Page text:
Stalker who left Claire Foy ‘terrified at home’ in UK illegally, court hears | UK News

A persistent stalker who left Claire Foy ‘terrified in her own home’ and fearful of killing her and her daughter entered the UK illegally, a court has heard.

Jason Penrose, 49, launched a ‘campaign of constant stalking’ and even showed up at The Crown star’s home on December 17 last year and repeatedly rang the doorbell, said Wood Green court on Monday.

Penrose sent Foy’s publicist Emma Jackson more than 1,000 explicit emails, including one about Foy being raped and wanting her to be his girlfriend.

He tried to contact the actor on LinkedIn and Instagram, and also contacted Foy’s sister by email and her ex-boyfriend by text message.

Dressed in a white shirt and brown cap, Penrose spoke only to confirm his name.

He admitted to stalking and two violations of a harassment protection order earlier this month.

Penrose was returned to Wood Green Crown Court for sentencing after a judge warned him he faced at least 30 months in jail.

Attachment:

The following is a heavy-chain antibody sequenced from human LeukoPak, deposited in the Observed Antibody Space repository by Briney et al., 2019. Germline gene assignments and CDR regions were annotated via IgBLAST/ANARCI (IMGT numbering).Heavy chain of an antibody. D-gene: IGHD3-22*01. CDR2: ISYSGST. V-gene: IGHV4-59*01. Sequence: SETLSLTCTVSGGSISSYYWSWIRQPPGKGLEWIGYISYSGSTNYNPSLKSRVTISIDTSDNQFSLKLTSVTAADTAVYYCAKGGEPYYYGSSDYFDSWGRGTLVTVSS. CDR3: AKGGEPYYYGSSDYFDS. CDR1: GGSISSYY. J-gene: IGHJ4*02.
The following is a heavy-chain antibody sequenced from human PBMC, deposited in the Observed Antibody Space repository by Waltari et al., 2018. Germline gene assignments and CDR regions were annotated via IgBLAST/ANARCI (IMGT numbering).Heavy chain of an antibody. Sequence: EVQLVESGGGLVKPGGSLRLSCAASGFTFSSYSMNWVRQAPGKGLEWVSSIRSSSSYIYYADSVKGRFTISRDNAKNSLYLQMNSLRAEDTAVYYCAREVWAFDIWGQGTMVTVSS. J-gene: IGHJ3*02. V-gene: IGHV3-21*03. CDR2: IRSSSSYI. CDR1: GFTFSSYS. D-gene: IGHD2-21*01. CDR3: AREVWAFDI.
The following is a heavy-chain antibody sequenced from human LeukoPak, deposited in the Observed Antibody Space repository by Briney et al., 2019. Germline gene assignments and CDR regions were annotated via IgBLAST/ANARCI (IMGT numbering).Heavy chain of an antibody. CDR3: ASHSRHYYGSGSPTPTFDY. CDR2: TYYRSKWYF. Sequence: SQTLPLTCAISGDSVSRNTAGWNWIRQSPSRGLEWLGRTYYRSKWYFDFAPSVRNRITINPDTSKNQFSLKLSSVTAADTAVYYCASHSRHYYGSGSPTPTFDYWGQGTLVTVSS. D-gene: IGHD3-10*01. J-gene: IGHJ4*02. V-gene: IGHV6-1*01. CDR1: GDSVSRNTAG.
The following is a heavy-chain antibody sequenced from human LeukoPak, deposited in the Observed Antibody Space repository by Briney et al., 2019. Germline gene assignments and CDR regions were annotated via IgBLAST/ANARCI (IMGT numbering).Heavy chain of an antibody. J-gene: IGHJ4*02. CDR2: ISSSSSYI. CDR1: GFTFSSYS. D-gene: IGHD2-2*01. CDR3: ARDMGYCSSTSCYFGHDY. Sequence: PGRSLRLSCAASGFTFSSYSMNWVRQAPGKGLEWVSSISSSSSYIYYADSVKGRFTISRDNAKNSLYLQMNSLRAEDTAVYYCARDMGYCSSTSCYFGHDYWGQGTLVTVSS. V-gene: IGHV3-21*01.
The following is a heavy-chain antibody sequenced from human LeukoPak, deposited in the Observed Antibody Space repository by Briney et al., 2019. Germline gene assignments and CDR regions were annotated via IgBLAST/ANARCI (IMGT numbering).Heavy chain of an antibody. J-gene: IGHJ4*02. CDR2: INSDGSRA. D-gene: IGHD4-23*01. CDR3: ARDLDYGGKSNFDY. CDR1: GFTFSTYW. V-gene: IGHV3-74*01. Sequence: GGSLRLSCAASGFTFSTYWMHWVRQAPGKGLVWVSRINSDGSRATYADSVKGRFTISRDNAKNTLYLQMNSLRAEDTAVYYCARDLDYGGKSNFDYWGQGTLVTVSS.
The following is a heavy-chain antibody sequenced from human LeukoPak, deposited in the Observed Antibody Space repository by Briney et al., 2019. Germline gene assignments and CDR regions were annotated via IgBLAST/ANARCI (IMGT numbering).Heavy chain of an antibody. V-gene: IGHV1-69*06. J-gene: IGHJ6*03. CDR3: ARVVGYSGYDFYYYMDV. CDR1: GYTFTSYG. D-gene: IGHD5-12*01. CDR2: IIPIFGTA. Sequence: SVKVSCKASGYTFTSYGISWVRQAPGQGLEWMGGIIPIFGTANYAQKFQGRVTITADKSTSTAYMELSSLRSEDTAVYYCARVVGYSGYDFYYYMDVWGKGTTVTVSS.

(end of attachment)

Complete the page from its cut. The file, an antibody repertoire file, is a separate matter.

Varinder Hayre, prosecuting, earlier told the court: ‘Ms Foy was targeted by Mr Penrose in sustained, unwanted, obsessive and obsessive behavior which was intrusive due to her delusional beliefs.’

He said the night Penrose went to Foy’s address, his daughter answered the door intercom and Penrose said, “It’s Jason, I’m out.”

“Ms Foy was terrified as she did not know what her intention was. She feared for her life and that of her daughter,” Hayre said.

The harassment had “an extreme effect on her life and her peace of mind”, he said, adding: “She has trouble sleeping and is terrified in her own house. She feels like the freedoms before Mr. Penrose contacted her are now gone.

In a letter written to the court, Foy said: “His relentless attempts to contact me are so traumatic. Every time I think it’s fixed, it’s not.

“I feel like nothing would stop him from contacting me, he’s affected every aspect of my life.”

Penrose first contacted Foy through his agent and publicist claiming to be a film producer.

He had been treated at Whittington Hospital, north London, but today it emerged he was no longer doing so.

Judge David Aaronberg said one issue to be resolved was the possibility of Penrose being deported because he came to the UK illegally.

He adjourned sentencing until December 2, adding: “It is the common opinion of all involved in the case that Mr Penrose suffers from a mental illness which is resistant to treatment and that there is a high risk of recurrence and a high risk of harm.”

Penrose was released on bail, subject to conditions including that he live in accommodation in accordance with Islington NHS Trust guidelines.

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